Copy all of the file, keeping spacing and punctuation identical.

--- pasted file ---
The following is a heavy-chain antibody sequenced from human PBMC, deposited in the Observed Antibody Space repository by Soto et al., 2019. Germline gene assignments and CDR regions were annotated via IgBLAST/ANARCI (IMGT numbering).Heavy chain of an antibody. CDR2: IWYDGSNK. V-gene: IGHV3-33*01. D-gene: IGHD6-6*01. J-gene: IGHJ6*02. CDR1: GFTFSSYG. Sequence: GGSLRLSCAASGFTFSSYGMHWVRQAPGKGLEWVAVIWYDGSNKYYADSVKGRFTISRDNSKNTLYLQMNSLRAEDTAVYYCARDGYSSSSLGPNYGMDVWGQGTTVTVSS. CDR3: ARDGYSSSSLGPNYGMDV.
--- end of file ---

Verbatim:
The following is a heavy-chain antibody sequenced from human PBMC, deposited in the Observed Antibody Space repository by Soto et al., 2019. Germline gene assignments and CDR regions were annotated via IgBLAST/ANARCI (IMGT numbering).Heavy chain of an antibody. CDR2: IWYDGSNK. V-gene: IGHV3-33*01. D-gene: IGHD6-6*01. J-gene: IGHJ6*02. CDR1: GFTFSSYG. Sequence: GGSLRLSCAASGFTFSSYGMHWVRQAPGKGLEWVAVIWYDGSNKYYADSVKGRFTISRDNSKNTLYLQMNSLRAEDTAVYYCARDGYSSSSLGPNYGMDVWGQGTTVTVSS. CDR3: ARDGYSSSSLGPNYGMDV.